If you have to choose something besides the open, I like the suggestions by Kaufman in his one-book repertoire , which features the 3. Bb 5 variants. However, I think that this is one place where the approach of building your own repertoire is best. Try to stick to opening principles, and keep track of the moves you like to play. An added bonus to playing "your" move rather than some repertoire book's move is that it cuts down on memorization Best Lessons only features a few Sicilian games, but the authors' descriptions about how they were played are very enlightening e. The latter I have not yet read cover-to-cover, but it describes the "flow" of several games in several opening systems, so you get the feel for common positional themes and tactical threats.

For example, one common theme is where Black expands on the queenside , and then "sweeps" over to the kingside for a mating attack. The French Defense: Tarrasch 1. Nd2 From my experience playing the French as black, I think that the Tarrasch is best choice for white, and I have started to play it myself. The overriding reasons for my choice are: there's more variety in pawn structures with this opening, because Black may choose to play Watson's book Play the French 3rd edition is the French player's bible, and he recommends this approach for Black. This means that a fair number of your French games won't feature the typical pawn chains at d4-e5. Nf 6 is still quite common, so you'll still get practice at playing against pawn chains. That means your typical black player at club level has far less experience with the Tarrasch than any other white response.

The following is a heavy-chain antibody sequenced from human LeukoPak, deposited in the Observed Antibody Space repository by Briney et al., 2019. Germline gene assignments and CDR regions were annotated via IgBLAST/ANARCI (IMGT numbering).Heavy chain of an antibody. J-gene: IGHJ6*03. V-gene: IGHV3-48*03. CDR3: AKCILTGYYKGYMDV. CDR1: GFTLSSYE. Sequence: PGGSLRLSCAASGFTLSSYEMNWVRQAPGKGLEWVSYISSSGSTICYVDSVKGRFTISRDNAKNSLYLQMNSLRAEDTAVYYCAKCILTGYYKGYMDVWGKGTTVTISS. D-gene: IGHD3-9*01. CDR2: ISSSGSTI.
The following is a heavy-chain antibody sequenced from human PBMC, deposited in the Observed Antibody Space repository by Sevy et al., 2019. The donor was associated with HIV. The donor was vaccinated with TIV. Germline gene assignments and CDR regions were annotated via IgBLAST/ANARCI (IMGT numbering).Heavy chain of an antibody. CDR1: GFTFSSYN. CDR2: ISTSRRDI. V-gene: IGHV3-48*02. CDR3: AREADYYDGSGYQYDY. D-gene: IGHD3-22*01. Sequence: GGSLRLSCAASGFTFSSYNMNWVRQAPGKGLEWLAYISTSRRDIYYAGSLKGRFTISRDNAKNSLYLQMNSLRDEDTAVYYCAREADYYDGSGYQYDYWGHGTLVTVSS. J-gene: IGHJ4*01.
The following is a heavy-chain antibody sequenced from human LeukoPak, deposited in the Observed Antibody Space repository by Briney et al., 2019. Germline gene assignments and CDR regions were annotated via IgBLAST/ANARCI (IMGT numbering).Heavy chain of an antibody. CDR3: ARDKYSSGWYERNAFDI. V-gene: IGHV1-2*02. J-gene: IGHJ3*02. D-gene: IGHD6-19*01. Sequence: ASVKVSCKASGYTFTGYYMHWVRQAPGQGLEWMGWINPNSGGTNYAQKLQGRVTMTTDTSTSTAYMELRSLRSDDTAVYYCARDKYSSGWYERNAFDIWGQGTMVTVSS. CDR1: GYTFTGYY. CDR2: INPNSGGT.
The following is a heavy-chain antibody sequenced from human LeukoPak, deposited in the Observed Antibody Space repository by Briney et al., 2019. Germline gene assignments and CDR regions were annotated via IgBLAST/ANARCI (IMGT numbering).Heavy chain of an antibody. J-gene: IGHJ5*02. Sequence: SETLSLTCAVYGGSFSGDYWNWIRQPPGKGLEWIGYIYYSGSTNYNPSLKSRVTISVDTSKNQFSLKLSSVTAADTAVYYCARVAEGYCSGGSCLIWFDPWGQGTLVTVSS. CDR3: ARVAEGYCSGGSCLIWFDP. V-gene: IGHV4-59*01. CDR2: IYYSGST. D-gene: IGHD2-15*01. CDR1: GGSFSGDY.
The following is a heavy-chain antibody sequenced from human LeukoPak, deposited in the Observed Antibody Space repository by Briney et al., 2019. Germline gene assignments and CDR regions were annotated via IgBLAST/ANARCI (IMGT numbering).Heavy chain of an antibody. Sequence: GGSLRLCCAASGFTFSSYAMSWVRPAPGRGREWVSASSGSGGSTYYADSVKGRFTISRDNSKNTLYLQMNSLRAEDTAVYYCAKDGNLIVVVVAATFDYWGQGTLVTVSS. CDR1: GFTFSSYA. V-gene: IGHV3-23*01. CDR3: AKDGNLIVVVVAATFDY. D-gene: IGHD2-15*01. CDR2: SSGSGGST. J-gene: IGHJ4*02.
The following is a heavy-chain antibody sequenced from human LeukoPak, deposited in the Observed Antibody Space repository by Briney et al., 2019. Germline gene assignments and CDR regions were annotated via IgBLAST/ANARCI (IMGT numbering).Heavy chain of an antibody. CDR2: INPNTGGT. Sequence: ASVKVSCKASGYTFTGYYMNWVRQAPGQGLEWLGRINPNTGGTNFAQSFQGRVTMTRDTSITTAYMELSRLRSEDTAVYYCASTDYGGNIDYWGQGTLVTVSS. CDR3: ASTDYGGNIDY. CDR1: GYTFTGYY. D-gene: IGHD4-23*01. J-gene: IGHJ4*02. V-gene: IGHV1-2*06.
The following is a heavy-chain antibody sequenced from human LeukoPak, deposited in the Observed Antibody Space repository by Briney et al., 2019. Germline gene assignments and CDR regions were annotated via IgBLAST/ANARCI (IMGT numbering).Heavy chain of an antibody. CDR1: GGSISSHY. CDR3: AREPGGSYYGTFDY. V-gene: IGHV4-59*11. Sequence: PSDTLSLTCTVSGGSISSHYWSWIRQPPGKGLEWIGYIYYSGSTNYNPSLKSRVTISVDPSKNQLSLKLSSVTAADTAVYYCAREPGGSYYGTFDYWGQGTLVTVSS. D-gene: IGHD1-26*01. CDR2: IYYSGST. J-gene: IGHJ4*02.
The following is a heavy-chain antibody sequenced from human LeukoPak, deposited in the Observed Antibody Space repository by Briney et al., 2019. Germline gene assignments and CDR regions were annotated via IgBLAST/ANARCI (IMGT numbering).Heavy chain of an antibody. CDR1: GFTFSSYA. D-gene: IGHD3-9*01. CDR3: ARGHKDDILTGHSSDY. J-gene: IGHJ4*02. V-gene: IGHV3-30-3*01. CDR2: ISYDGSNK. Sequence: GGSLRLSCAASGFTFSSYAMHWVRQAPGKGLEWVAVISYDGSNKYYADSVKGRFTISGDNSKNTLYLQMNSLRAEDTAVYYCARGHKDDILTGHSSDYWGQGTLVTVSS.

Now, at higher levels the Tarrasch is exceedingly popular, and I don't have a feel for at what level you tend to see the switchover. Other Openings Other openings, in my experience, are uncommon enough that they don't warrant a lot of study. The Caro- Kann 1. I would suggest looking into the lines with 2. Nxe 4. These would lead to open games with lots of piece play. I have so far been playing the Short system 3. Nf 3 with 5. Be2 and early castling but this is another example of a closed center with a French-like pawn chain.

At some point I may look into the more routine, open variations, but it's not common enough for me to change my ways. Another relatively common opening is the Petroff 1. The most common move is 3. Nxe 5, with tricks involving the open e-file, but I like the next-most-common 3. It's respectable, and Black only has two main choices at that point The Philidor 1. Nf 3 d6 is fairly common among beginners, and you may be seeing more of it soon. Worse, the author recommends entering the Philidor through a sneaky move order. Nonetheless, I've so far done well just playing according to general principles, and I don't think you need to prepare against it that much.

Although these are trickier, I just don't face them enough to spend much time studying them. I do get annoyed by these "amateur" openings where they fianchetto both bishops and target my center, but I just try to think my way through them and play sensibly. I also play by first principles again the Scandinavian 1. After the typical 2. Nc 3 you're gaining time on the queen, and I just play from there. For a lot of these minor openings, and for deviations from the main openings, my attitude at the point my opponent or I leave theory is: "well, now it's a chess game" and I just play chess.

After the game, I check and see who left theory where, what the best response was, and leave the opening study at that unless there's something interesting going on. Coming soon: A repertoire for Black